Watching the members of the Senate Select Committee on Intelligence (SSCI) question John Brennan — President Obama’s nominee for CIA director — drove home the utter unwillingness of so many elected and appointed senior federal officials to defend the United States. For the most part, each senator used his/her allotted time to pose irrelevant questions to man whose answers in many cases were deceptive and evasive, when they were not outright lies. One senator hit a bull’s eye when he called Brennan to task for publicly divulging a human operation that had penetrated Al-Qaeda-on-the-Arabian Peninsula but then did not follow up when Brennan took offense at the question. Had any intelligence officer except a senior one like Brennan exposed and thereby destroyed a sensitive ongoing operation — as Brennan clearly did — he would be joining the former CIA officer who recently went to prison for disclosing the name of a colleague.
France’s recent interventions in Mali and Somalia underscore the accelerating ability of Al-Qaeda-in-the-Islamic-Mahgreb (AQIM) and its Africa-based allies to threaten the continent’s nation-states, as well as access to natural resources — oil, strategic minerals, and uranium — that are essential to the French, U.S., and other Western economies. The growing power and geographical reach of AQIM mirrors the growth of all components of Al-Qaeda and other Islamist groups, save possibly the central component in Afghanistan-Pakistan. The bottom line here is that sixteen years after Al-Qaeda and its allies began their religious war, the United States and the West confront an Islamist enemy that is larger, better armed, smarter, and far more geographically dispersed than ever before.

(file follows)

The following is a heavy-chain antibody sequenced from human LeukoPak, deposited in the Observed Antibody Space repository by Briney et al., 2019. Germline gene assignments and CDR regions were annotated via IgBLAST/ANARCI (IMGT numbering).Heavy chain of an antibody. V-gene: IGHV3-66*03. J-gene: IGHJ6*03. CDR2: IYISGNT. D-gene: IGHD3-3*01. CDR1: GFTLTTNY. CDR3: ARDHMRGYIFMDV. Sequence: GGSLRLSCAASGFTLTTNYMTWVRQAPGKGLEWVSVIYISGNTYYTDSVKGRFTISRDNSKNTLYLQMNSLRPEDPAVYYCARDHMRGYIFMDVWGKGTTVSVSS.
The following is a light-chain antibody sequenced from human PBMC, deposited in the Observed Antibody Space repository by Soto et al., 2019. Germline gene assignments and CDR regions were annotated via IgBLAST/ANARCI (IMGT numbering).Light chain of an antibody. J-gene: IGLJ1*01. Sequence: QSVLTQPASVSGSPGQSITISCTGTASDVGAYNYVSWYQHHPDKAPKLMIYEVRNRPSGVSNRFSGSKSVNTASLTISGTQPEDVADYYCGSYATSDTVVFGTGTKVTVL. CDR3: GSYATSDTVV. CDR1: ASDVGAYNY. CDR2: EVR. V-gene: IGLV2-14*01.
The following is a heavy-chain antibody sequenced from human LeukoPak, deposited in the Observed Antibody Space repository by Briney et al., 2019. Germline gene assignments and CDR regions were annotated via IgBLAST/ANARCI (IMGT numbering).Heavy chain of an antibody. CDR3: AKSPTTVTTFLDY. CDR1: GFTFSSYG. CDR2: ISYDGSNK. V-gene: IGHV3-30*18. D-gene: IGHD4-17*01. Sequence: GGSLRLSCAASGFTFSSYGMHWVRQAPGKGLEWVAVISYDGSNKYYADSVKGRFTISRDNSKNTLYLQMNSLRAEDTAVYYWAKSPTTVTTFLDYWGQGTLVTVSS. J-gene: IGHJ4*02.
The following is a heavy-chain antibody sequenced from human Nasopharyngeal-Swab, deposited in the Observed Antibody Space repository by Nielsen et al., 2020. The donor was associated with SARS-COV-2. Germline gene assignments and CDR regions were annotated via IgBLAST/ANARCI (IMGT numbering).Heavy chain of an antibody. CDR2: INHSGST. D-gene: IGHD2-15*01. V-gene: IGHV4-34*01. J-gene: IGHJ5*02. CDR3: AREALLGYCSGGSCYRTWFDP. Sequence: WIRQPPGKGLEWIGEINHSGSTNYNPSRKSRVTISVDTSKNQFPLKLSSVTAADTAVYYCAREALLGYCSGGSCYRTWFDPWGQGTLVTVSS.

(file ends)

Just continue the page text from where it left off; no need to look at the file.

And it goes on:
Last Friday’s Wall Street Journal brought the inevitable. In an opinion piece, Shiraz Maher, a professor at King’s College, London — wrote that “the story of what is going on in Mali”actually begins in Libya, where the unintended consequences of the Arab spring are now roiling North Africa and West Africa. When NATO forces decided to support the Libyan rebellion against Moammar Gadhafi in 2011, they could scarcely have predicted the impact of their intervention on the region’s labyrinth of competing economic and confessional interests.
Sixteen years after the late-Osama bin Laden declared war on the United States, we are being treated in Mali to a rare and explicit glimpse of how deep the arrogance and incompetence of Western leaders are when it comes to the religious war al-Qaeda and its allies are waging on the West.
Josef Stalin is reputed to have said something akin to “one death is a tragedy, 25,000 deaths are a statistic.” Surely, President Obama has proven that Uncle Joe was right almost every day since the shootings in Connecticut.